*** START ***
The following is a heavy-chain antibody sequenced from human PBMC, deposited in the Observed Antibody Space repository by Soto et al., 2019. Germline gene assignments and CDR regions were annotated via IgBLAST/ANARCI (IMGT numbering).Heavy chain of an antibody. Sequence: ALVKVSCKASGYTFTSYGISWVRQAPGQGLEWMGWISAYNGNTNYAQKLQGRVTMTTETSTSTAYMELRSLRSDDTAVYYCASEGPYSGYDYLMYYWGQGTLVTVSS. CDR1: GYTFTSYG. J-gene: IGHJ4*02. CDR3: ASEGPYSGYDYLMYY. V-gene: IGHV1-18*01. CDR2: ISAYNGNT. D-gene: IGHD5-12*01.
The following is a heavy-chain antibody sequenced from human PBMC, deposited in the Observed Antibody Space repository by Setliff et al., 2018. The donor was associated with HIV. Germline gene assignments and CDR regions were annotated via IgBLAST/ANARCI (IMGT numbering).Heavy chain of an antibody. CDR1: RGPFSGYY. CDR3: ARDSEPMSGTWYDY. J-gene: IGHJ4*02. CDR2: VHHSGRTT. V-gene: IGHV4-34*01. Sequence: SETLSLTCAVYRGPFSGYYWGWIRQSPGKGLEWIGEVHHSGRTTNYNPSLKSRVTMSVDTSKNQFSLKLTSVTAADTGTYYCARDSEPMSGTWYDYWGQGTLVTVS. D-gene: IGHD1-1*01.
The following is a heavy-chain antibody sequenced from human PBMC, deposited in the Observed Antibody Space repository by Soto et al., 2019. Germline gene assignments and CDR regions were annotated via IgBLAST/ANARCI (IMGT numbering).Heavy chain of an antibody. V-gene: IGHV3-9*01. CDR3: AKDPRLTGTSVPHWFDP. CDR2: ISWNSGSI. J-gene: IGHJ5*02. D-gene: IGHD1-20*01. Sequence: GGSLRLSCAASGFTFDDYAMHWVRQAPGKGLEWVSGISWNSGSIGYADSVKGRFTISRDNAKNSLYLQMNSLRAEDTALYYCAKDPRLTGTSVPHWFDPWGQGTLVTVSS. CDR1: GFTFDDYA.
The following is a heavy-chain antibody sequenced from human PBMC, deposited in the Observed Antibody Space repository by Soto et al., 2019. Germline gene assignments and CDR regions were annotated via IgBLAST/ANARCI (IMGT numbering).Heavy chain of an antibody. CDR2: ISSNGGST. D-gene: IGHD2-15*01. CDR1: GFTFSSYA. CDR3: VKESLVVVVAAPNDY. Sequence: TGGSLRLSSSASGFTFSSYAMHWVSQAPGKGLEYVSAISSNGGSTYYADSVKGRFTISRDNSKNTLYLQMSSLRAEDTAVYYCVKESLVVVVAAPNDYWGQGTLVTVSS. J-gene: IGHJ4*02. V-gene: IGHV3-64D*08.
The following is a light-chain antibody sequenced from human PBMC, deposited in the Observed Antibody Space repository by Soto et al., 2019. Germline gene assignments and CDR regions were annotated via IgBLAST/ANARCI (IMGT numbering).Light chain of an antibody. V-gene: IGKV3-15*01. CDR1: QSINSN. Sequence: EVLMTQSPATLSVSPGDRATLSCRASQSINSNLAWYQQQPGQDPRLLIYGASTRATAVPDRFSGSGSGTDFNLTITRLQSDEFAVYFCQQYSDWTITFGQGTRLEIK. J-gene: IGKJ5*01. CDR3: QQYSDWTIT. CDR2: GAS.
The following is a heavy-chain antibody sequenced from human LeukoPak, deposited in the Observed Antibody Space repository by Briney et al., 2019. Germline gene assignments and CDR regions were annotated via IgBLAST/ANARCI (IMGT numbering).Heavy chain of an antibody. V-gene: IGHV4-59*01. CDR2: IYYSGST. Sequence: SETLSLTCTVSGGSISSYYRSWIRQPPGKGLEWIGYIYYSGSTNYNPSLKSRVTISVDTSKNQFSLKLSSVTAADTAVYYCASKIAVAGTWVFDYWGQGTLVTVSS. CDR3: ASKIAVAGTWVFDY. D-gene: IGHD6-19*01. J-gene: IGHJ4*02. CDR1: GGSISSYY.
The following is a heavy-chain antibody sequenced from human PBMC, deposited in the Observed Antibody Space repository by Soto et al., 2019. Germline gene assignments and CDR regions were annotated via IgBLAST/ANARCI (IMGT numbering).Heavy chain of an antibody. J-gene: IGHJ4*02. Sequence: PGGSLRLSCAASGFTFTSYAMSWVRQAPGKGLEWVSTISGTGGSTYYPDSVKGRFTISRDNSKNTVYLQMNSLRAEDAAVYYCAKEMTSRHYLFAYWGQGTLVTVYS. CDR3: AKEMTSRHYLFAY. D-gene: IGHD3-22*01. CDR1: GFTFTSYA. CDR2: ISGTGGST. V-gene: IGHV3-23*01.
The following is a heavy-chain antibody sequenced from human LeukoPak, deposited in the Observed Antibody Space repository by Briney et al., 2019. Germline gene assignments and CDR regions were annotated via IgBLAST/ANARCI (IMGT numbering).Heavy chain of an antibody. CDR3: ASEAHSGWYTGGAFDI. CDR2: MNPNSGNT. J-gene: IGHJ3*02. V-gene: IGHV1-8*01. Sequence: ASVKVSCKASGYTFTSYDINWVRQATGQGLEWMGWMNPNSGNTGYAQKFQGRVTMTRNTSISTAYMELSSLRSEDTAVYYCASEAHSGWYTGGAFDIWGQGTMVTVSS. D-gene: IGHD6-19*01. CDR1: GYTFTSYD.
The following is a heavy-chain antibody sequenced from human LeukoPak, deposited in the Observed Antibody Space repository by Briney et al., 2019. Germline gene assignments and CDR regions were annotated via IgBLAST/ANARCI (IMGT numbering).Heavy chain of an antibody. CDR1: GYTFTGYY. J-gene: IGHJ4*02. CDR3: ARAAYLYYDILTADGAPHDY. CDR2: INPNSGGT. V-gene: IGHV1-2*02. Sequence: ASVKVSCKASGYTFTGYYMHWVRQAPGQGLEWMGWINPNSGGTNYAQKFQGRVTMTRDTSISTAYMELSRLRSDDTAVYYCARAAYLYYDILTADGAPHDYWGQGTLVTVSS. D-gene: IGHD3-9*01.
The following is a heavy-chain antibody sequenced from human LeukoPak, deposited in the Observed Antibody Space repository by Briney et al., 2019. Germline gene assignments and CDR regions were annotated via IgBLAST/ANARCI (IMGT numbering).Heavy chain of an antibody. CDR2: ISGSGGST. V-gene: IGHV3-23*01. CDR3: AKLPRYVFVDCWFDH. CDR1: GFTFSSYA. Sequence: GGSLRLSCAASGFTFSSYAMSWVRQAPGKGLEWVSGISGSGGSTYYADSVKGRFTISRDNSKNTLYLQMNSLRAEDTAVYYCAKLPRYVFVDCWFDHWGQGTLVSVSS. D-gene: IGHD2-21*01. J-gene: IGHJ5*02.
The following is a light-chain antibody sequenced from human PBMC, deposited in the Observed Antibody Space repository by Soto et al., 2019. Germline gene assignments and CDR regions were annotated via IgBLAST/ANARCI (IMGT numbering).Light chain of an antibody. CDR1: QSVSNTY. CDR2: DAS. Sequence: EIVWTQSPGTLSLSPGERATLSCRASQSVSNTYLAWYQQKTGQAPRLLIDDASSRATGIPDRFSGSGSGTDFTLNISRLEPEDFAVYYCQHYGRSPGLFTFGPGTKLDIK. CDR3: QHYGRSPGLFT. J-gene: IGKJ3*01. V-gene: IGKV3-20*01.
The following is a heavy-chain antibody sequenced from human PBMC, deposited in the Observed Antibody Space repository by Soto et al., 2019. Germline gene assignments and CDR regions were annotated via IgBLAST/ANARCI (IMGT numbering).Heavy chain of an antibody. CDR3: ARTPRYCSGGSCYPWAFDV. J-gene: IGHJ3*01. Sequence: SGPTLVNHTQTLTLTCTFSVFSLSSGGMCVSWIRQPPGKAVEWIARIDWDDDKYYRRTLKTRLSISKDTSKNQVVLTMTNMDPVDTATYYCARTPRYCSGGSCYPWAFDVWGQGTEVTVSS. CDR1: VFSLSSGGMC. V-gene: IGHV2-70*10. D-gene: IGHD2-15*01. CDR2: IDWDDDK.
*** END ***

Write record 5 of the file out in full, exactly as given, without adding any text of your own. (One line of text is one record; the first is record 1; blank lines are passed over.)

The following is a light-chain antibody sequenced from human PBMC, deposited in the Observed Antibody Space repository by Soto et al., 2019. Germline gene assignments and CDR regions were annotated via IgBLAST/ANARCI (IMGT numbering).Light chain of an antibody. V-gene: IGKV3-15*01. CDR1: QSINSN. Sequence: EVLMTQSPATLSVSPGDRATLSCRASQSINSNLAWYQQQPGQDPRLLIYGASTRATAVPDRFSGSGSGTDFNLTITRLQSDEFAVYFCQQYSDWTITFGQGTRLEIK. J-gene: IGKJ5*01. CDR3: QQYSDWTIT. CDR2: GAS.